“And fourth, respectfully, I strongly refute the false claims made by Senator Glazer. Honestly, giving space to someone who can’t pronounce our past GM’s name or spell eBART correctly and someone who makes false claim after false claim is a disservice to the public and spreads lies. The idea that this was timed with elections is wrong and I will speak for myself, I was not up for election, re-election and I have not raised a cent for re-election, this year and I was not even endorsed by unions when I first ran in 2018.”
“So, what we actually have before us is a result of an incredible collaboration between BART management and labor unions and at the end of the day, who benefits?” she asked. “It’s our riders.”
She then thanked “the entire BART team for rebuilding trust with our labor unions and of course I want to thank our labor union partners for being collaborative at an incredibly difficult time.”
“As a board member I’m incredibly grateful that this decision is coming to us sooner rather than later so we can get back to focusing on running a safe system for our essential workers and implement a successful recovery plan during and through the pandemic that has raged every public transit agency, every public institution and every aspect of our lives. Let’s vote yes on this, today and if you remember our new slogan from the board workshop, earlier this year which, I know feels like years ago, ‘Let’s Go,’” she concluded.
Allen Offers Arguments Against Contract
Director Allen spoke against the contracts and supported what Glazer said.
“First, I want to touch on the private meetings because that seems to be a contentious little dialogue. I believe that is absolutely how these contracts come to be,” she said. “It is unfortunate the board discussion about these agreements doesn’t happen in public session. I believe we shouldn’t be discussing the contract extensions in closed door sessions where board members may say things that they would not say in public. In addition, I really do believe not enough of our own closed board discussion has occurred prior to this day of ratification.”
“There’s so much operational uncertainty, right now for BART and I’m not comfortable that the financial projections and plan give us the data we need for this decision,” Allen continued. “It’s really hard to say whether these are fair contracts. But despite having received $377 million in federal CARES Act subsidies already, this year, BART projects another $210 million deficit over the next 18 months and that is the case after we slashed the capital and pension funding allocations from the Fiscal Year ‘21 budget, along with the load shedding to the capital budget that has occurred throughout this year.”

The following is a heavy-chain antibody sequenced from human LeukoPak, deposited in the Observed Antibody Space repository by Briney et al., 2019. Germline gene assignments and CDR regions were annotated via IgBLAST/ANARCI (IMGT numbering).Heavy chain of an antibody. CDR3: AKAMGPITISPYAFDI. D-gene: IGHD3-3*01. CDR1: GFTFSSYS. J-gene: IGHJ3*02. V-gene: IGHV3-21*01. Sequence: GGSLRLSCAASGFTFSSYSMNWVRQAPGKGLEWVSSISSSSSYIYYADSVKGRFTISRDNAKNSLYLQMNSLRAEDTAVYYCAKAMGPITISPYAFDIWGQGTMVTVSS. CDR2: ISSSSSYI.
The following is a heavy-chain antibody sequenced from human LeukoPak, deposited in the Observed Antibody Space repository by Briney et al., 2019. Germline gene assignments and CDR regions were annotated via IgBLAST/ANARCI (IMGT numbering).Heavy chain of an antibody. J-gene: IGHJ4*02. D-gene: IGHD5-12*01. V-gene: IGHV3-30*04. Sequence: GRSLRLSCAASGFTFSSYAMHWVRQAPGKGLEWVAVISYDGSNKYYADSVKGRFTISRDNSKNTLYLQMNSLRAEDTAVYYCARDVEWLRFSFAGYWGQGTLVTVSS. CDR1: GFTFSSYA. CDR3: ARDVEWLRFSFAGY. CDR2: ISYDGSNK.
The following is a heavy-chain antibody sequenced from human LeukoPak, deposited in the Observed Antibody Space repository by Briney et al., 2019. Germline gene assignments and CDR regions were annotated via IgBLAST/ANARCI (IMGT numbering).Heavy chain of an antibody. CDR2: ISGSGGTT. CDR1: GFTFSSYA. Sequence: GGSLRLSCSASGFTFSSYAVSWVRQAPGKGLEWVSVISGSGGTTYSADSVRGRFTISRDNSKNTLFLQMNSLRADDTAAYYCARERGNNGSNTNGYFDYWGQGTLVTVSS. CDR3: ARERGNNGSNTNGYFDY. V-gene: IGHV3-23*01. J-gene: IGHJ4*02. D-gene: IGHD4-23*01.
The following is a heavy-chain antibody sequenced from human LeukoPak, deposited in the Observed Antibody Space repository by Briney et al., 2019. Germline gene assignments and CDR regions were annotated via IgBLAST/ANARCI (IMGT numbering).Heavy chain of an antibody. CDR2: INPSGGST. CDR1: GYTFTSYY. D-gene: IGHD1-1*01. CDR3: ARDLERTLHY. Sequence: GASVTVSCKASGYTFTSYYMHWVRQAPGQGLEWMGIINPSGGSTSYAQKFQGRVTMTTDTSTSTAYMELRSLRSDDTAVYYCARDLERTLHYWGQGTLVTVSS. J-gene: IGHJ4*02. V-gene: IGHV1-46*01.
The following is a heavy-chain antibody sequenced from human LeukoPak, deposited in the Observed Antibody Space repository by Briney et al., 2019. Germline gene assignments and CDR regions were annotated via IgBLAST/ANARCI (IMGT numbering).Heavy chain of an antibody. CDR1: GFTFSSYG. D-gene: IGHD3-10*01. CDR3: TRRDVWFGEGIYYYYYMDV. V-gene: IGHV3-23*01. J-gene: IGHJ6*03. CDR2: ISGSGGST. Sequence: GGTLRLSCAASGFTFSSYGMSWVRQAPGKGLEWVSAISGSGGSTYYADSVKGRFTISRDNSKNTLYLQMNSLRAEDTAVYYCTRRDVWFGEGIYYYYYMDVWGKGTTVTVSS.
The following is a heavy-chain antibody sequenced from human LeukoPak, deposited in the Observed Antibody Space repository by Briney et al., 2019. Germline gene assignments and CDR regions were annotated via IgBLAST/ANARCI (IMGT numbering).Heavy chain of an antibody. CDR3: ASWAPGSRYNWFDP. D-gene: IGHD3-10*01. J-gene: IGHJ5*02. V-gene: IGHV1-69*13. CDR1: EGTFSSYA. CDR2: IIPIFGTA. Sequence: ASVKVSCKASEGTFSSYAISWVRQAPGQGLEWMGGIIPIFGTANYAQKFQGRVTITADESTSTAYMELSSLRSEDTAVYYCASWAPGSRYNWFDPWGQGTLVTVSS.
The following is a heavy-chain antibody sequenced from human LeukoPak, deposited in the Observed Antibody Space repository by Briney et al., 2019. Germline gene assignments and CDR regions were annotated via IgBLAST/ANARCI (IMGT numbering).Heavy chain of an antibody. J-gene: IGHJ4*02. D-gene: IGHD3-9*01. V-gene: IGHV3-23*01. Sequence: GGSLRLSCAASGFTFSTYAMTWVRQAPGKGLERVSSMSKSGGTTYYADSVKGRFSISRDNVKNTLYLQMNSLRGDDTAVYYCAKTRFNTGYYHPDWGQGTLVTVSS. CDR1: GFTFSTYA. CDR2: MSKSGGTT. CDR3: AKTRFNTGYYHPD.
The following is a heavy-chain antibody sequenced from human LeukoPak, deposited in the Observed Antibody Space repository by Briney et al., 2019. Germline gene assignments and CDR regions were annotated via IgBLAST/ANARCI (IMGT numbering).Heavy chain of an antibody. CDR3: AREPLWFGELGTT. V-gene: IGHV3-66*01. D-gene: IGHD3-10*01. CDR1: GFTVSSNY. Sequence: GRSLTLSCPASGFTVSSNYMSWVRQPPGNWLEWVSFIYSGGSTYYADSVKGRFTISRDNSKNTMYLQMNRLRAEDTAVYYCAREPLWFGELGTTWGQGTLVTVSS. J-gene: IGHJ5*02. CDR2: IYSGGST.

“From my view we should be receiving regular updates of projected deficits for three years…and that information should be part of any decision by this board to extend labor contracts for three years out. They go together. Labor is 80% of our budget,” she stated.
“So, now we are all hopeful that another $377 million will come to us from D.C. and we’re hopeful that the retirement incentive will induce enough people to retire from exactly the right positions that we can afford to eliminate which we know is not really a reasonable assumption. We already know that some people are retiring from positions that we are going to have to turn around and refill,” Allen said. “We shouldn’t be budgeting to hopeful or aspiration. This is what we did back in June when we passed the budget, and it didn’t work out. We really projected far more revenue than we have. But, if even if those other things come true…it will likely only fund another three-quarters to one year of operating deficits. And it won’t do anything to make up for the lack of capital funding and pension funding that we put aside in ’21 and are likely to do, again in Fiscal Year ’22.”
“The contract extensions come seven months before the contracts are due to expire, locking in employee costs at pre-pandemic levels even as revenue projects remain wildly uncertain well into the next couple of years,” she explained. “Costs will be locked in at the level that it was when we were carrying 410,000 riders each weekday and now, we carry about 50 (thousand).”
Foley Speaks in Support
Foley shared his thoughts in support of the contract.
“There was a lot of hard work that went in to making this happen. I am fully in support of this prudent approach to labor negotiations during the pandemic,” he said. “These agreements offer BART budgetary stability as we plan our recovery from COVID-19. A wage freeze, next year, coupled with two years, of at most, very modest increases, increases that are directly tied to returning ridership and BART’s financial recovery, is a responsible course of action to take.”
“More importantly, you know these contracts provide language to allow us to reopen negotiations, a necessary safety net during these challenging times,” Foley continued. “These proactive steps are being taken to hopefully avoid further service cuts, like closing stations, eliminating weekend service or laying off employees, employees that will be needed when we ramp up service.”
“And to those employees I say thank you. You are BART’s most important asset,” he stated. “We wouldn’t have been successful if not for the collaboration of your union leadership and union partners.”
“And lastly, I’d like to thank the district secretary’s office for bringing this item, publishing this agenda to the board, two days early rather than publishing it during the Thanksgiving holiday. This gave us additional transparency around this action. I urge my fellow board members to vote in support of these tentative agreements and I fully support this motion,” Foley concluded.
Other board members spoke, mainly in favor of the contract extension and they then voted 7-2 to approve.